Most essential, however, is the measure “temporarily facilitating U.S. solar deployers’ ability to source solar modules and cells from Cambodia, Malaysia, Thailand, and Vietnam by providing that those components can be imported free of certain duties for 24 months.” This pointed directive waives all possible tariffs on solar imports from those countries for at least two years. (The text also states that this is not undermining the DOC’s work. Yeah, good, OK.)
The freeze of “certain” tariffs for the four countries under investigation has already been helpful to solar companies, to hear them tell it. Amp’s Taras Bezchlibnyk said his company was “relieved” by Biden’s order, as it “finally provided some clarity as to what was going to happen with those tariffs, and allows manufacturers to go forward with modules.” Jeff Cramer told me that the freeze “clears the way for halted solar projects to get back on pace”—although that will take a while, so there will still be costs to the industry as it makes up for delays and deals with still-sputtering supply chains.
However, using the DPA “is a short-term ‘fix,’ ” Brian Grenko wrote in an email. As noted in the American Prospect, money offered through the DPA needs to be approved by the Pentagon, which has already shelled out billions for previous invocations of the act. There’s not much money left in the DPA’s fund this year, and it’s uncertain whether the Pentagon would free up more money for energy purposes. (Incidentally, the U.S. Army did just deploy a floating solar plant on a lake near Fort Bragg with the goal of reducing military emissions.)
Even if Congress bolstered the fund through defense spending, that money would not be available before the end of the year, and those funds would still need to make it through Pentagon-approved appropriations, in a process some lawmakers find frustratingly opaque. A few solar panel makers have referred to the potential DPA funding as a “pittance” compared with what’s needed, and industry representatives brought those concerns to the president in a White House meeting last week.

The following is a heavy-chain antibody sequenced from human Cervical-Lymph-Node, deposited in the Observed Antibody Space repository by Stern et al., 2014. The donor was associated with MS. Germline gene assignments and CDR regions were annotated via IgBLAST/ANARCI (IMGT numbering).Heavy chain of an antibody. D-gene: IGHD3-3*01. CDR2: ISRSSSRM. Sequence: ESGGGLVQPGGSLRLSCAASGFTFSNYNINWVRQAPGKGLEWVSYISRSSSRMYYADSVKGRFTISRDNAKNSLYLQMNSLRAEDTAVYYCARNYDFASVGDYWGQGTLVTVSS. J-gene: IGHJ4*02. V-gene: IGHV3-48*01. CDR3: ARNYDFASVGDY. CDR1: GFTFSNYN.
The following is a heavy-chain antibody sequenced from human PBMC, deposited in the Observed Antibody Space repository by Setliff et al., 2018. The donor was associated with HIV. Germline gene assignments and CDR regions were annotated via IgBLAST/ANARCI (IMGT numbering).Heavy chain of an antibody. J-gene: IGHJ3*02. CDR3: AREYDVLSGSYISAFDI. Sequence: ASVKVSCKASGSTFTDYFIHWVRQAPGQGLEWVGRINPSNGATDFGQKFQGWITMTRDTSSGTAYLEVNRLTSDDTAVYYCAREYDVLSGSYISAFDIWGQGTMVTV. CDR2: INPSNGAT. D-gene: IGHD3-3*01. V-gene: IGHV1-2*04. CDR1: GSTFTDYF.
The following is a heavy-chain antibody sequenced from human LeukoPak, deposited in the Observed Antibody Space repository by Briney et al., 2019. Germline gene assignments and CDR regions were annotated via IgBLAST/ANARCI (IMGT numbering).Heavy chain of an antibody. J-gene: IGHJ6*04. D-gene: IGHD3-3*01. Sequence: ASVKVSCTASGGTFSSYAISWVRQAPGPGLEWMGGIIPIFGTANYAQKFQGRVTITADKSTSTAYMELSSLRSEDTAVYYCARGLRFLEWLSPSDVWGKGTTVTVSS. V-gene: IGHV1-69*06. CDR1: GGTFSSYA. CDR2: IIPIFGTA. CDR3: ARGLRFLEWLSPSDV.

“We haven’t seen bigger policies to support us, like Build Back Better,” Amp’s Jared Donald told me. That legislation, long stalled within Congress, could increase federal investment tax credits for both residential and commercial solar adopters, and also implement tax credits for solar manufacturing, enshrine labor protections for workers, and incentivize the buildout of energy storage. All without tariffs that could keep imported panel costs high, and that haven’t seemed to help U.S. solar all that much. Meanwhile, it’s unclear whether other measures to bolster the solar industry would pass unless they’re shoehorned into unrelated bills.
Other challenges remain. Auxin, along with some other domestic solar manufacturers, is considering legal action against the administration. Richard Keiser, founder and CEO of the community solar provider Common Energy, also told me that the tariff-probe scare set us up for a rough summer, thanks to the halting of various low-cost solar projects and the delays they will have before they go online. “We’ve taken off a fair amount of grid capacity, and we’ve begun a transition to EVs, and we have warmer temps and more extreme events, all of which affect the grid,” he said. “If we get blackouts due to extreme weather, opportunists will blame renewables, which will be false. People in power should declare an emergency to provide funds to make up for damages.”
That would certainly be nice, but the question remains as to whether the Pentagon will provide enough money to meet the needs of the domestic solar industry. A long-standing congressional order instructs the executive branch to prioritize renewable energy development over fossil fuels when it comes to DPA-backed energy measures, and Biden could make the argument for aiding the solar industry is heightened thanks to the energy shocks deepened by the Russia-Ukraine war. Congress could also help with legislation designating DPA funds for the solar industry. But if neither option comes to fruition, the U.S. solar industry faces a road to recovery that, as ever, is filled with uncertainty.